Hot air balloon rides are a great way to catch the best views of the landscape below and relax after a long week at the office. However, many people don’t know very much about these unique aircrafts and what is involved in making them fly.
Below are some fun facts about the remarkable form of air travel in case you ever decide to embark on a ballooning adventure.
Hot Air Balloon Maintenance
The first thing you should know about hot air balloon travel is that the setup and teardown of the balloon is extremely labor intensive.
When the balloon is being deflated, at least one person has to tug on a rope that is attached to the top of the balloon in order to compress the air inside. This allows the air to be pushed out of the vents in the balloon.
Once the balloon is entirely deflated, it has to be folded.
Keep in mind, the balloons are huge and must be packaged correctly in their storage bin for safe keeping from the elements while they are not in use.
Picture the struggle of putting an air mattress back into the box it came in– but massive. That’s why all hands are needed on deck for it to go safely and smoothly.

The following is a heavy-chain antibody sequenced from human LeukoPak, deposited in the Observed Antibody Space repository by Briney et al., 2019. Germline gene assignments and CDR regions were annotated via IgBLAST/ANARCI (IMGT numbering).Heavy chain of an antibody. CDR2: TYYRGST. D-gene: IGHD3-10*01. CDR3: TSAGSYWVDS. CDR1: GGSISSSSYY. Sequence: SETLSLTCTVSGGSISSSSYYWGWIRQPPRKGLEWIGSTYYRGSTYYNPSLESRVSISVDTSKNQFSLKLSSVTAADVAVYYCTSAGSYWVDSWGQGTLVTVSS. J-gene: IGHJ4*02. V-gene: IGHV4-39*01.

Step Up and Volunteer
Because hot air balloons require so many people to keep them flying, a great way to get a free (or at least cheaper) ride in a balloon is to volunteer to help out. The companies who fly these balloons are usually looking for people to add to their ballooning team– even if it’s just for the day. Simply give them a call ahead of time to try to strike up a deal!
The Traditional Champagne Toast
Another fun fact about hot air balloons is that the champagne toast at the end of the ride is more than just a gimmick. It’s a continued piece of history from the birth of the hot air balloon.
The first hot air balloon flights took place in France, and when they were still being tested it was believed that the more smoke that was put out into the balloon, the higher the aircraft would fly.
Therefore, balloonists would burn materials that produced the most smoke, which caused soot and ash to spill into the basket. This made the individuals inside look like evil spirits flying in an unidentified contraption to the people down below.
The thought of evil spirits up above obviously scared the townspeople in the area, and often caused them to destroy the balloon and capture the balloonist upon their landing.
In order to avoid this scenario, balloonists starting carrying a bottle of wine or champagne with them, so that when they began their landing they could show the townspeople the bottle of wine and declare themselves a Frenchman in hopes that this would spare their balloon and ensure their safety.
Even though today most people know that balloonists are not evil spirits, the festive tradition continues with most balloonists engaging in a champagne toast after the balloon has successfully landed.